Collin, who farms near Foremost in southeast Alberta, crops about 1,760 acres in what he describes as the Sabbath Rest rotation, on his Sabbath Rest Farms –that is six years of cropping and one year of fallow.

“I don’t see any other winners out there from a cropping standpoint, and I don’t want to get on the lentil bandwagon,” says Collin. “So the only change I’ve made is to include yellow mustard in rotation to get away from the risk of wheat stem sawfly damage.”

Collin, who grew AC Navigator, a high-yielding semi-dwarf, amber durum under contract in 2009, will grow more of the crop, under an identity preserved contract in 2010.

His rotation will include a half section of winter wheat, a half section of peas, a half section of yellow mustard under contract, and three quarters of durum.

“We only have 11 quarters and we’re raising five children, so we have to be as efficient as possible,” he says. “Most years we only get about 10 inches of rain so there are only certain crops we grow reliably. Lentil prices are strong right now, and I could grow them, but I would probably be faced with some high bills for control of ascochyta, so I don’t know if I would be any further ahead. I think it is best to stick with the crops you know you can grow.”

Collin says with average to good moisture in his area, he expects to begin seeding shortly after Easter.

ED SCHAFER MAKWA, SASK.

Ed Schafer has a pretty good idea of what he’ll be growing in 2010, he’s just not sure where it will end up on his northwest Saskatchewan farm.

Schafer, who has a mixed farming operation that includes about 5,000 acres of crops along with a 200 head cow/calf operation and grass cattle, says he knows the rotation will include canola, Canada Prairie Spring wheat, hard red spring wheat, barley and peas.

“The cereal acres are set, but exactly where it gets seeded will depend on what field is ready to go first,” he says. “We’ve been pushing canola acres fairly hard the last few years, so we want to get back to a rotation that includes more grain.”

Schafer farms near Makwa, which is about 35 miles west of Meadow Lake. It is a good area for growing canola, but he says it might hold some surprises for growing crops generally considered more suitable for southern regions.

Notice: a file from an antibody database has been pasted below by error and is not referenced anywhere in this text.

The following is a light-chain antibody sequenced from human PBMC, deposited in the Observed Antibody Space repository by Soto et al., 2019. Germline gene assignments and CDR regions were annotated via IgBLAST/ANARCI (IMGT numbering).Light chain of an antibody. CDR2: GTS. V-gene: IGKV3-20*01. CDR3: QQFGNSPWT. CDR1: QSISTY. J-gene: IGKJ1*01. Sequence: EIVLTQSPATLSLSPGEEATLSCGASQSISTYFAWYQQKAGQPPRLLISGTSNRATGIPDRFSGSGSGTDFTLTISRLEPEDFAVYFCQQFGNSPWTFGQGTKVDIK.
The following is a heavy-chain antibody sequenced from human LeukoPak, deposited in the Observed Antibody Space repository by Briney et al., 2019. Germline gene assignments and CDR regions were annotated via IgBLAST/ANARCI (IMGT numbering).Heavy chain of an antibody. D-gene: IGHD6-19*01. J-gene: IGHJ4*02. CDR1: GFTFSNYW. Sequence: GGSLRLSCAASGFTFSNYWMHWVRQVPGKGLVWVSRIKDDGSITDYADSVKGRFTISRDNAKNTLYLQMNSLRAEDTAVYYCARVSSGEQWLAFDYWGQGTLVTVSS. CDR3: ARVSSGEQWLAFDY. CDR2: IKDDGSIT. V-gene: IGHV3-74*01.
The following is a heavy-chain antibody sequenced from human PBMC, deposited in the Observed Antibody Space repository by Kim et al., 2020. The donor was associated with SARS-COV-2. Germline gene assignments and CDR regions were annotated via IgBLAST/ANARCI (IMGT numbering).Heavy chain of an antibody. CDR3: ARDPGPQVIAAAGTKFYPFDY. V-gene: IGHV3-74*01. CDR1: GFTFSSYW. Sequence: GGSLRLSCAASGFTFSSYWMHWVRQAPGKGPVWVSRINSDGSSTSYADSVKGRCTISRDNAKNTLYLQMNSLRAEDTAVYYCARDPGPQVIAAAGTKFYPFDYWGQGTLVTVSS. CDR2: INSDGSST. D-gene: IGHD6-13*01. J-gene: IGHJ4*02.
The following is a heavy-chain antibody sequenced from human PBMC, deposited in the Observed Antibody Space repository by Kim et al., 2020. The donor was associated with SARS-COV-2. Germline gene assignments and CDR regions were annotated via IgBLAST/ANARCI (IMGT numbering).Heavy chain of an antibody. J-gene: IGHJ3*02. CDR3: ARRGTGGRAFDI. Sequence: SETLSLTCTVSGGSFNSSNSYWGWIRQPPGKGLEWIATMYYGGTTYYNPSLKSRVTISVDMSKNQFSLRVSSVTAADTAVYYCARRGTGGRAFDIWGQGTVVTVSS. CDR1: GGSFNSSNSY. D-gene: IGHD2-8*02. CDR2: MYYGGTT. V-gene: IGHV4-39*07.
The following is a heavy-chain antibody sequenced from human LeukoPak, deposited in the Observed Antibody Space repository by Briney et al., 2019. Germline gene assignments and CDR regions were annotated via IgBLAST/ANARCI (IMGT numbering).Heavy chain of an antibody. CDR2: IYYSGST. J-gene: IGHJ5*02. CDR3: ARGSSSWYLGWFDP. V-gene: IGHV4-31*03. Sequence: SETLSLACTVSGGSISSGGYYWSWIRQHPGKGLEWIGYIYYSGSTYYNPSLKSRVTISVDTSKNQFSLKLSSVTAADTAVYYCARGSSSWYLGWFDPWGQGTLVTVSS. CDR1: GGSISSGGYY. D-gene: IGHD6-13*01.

With improved lentil varieties coming along, he’d like to try that pulse crop one day. “Some people say lentils won’t grow here, but they also said corn wouldn’t grow and we’ve had good luck with corn for four years, so lentils might be something to investigate down the road.”

While canola is still the main cash crop, the biggest changes to Schafer’s rotation this year will be CPS wheat for the first time, fewer acres of hard red spring, and some malt barley in rotation instead of all feed barley. They’ll still keep a half section of feed barley, but after reasonable success with malt barley in 2009, he’ll seed more of it in 2010.

“Feed barley is a good crop, but it comes down to the economics,” he says. “If you can’t make money at it, why grow it?”

He also has the option to include oats in rotation too. He considers oats the “swing acres”. As he gets closer to seeding, which usually begins May 1, and if markets have improved, he may also include some oats in rotation as well.

“Usually by now we have quite a bit of our crop hedged but not this year,” he says. “ We have most of our canola pre-priced, but haven’t done anything with the other crops mostly because we haven’t seen any really attractive prices. The market is a little different. Hopefully we will see pricing opportunities as we get closer to spring.”

STEPHEN PETLUK NAMPA, ALTA.

Dry growing conditions are having the most influence on Peace River region farmer Stephen Petluk’s 2010 cropping decisions.

While his rotation usually includes peas, wheat and canola, he’s going much heavier to peas this year because they make good use of available moisture and are a lower input crop.

He will quadruple his pea acres, going from 1,000 to 4,000 acres in 2010, and also seed about 2,000 acres of hard red spring wheat, and 2,000 acres of Roundup Ready canola.

“We were dry last year, and we’ve only had eight inches of snow this winter,” says Petluk, who farms near Nampa, which is just southeast of the town of Peace River. “It has been so dry there’s not even any frost in the ground. Based on average yields and input costs, it works out that peas will provide the best return, and they’ll also provide a benefit to crops the following year.”

Petluk plans for this to be a onetime switch, and hopefully with improved moisture he can get back to his regular rotation in 2011.

He’ll be growing yellow peas in 2010 as there appears to be higher demand for that type, and they are easier to market right off the combine. With canola he’ll be growing DeKalb, Brett Young and Proven seed varieties. He grows wheat only for rotation, but finds the hard red spring varieties better able to handle extremes of too much or too little moisture better than Canada Prairie Spring varieties.

He doesn’t grow any feed grains because he finds the economics just aren’t there.

Lee Hart is a field editor for Grainews in Calgary, Contact him at 403-592-1964 or by email at [email protected]

About the author

Field Editor

Lee Hart

Lee Hart is editor of Cattleman’s Corner based in Calgary.